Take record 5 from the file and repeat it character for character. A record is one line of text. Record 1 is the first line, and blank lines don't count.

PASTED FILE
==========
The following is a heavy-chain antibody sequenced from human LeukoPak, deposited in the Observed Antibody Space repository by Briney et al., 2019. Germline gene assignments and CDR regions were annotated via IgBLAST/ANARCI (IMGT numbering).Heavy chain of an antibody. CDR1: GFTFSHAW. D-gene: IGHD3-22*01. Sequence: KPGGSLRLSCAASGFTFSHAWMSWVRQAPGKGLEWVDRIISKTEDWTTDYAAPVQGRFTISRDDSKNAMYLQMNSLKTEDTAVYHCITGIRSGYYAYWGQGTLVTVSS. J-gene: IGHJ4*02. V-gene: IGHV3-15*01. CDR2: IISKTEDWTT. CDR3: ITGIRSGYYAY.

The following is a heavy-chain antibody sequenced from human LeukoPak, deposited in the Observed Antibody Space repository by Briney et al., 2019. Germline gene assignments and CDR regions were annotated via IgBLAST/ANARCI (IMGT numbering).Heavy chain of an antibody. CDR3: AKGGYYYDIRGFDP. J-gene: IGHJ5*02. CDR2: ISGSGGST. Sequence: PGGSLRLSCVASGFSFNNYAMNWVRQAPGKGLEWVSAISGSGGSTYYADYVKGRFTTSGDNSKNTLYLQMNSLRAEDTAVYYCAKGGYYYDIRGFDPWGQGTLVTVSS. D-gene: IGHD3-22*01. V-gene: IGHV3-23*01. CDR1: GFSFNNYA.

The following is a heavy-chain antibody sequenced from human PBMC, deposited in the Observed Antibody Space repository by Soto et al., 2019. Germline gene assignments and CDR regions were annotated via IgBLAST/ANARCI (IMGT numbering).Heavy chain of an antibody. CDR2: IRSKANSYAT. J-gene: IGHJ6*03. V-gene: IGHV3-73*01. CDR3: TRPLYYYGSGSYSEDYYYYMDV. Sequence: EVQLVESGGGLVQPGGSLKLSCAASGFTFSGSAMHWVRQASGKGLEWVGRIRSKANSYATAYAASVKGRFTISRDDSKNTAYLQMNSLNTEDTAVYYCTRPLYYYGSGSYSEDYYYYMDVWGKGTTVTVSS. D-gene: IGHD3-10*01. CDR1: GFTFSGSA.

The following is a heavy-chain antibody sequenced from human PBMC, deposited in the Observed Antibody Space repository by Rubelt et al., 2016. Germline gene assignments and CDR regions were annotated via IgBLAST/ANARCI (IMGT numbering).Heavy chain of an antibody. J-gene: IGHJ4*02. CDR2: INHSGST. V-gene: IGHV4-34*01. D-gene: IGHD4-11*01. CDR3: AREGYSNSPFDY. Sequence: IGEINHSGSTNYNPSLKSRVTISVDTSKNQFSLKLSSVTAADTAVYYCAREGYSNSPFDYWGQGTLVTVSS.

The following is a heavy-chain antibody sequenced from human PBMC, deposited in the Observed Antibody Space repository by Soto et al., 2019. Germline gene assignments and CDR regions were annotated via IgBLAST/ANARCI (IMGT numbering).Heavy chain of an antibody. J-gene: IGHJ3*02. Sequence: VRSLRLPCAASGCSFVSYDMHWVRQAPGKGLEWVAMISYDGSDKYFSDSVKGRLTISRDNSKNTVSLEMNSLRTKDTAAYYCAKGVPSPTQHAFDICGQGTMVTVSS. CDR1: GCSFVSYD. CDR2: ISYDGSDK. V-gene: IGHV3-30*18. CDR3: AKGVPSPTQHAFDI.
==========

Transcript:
The following is a heavy-chain antibody sequenced from human PBMC, deposited in the Observed Antibody Space repository by Soto et al., 2019. Germline gene assignments and CDR regions were annotated via IgBLAST/ANARCI (IMGT numbering).Heavy chain of an antibody. J-gene: IGHJ3*02. Sequence: VRSLRLPCAASGCSFVSYDMHWVRQAPGKGLEWVAMISYDGSDKYFSDSVKGRLTISRDNSKNTVSLEMNSLRTKDTAAYYCAKGVPSPTQHAFDICGQGTMVTVSS. CDR1: GCSFVSYD. CDR2: ISYDGSDK. V-gene: IGHV3-30*18. CDR3: AKGVPSPTQHAFDI.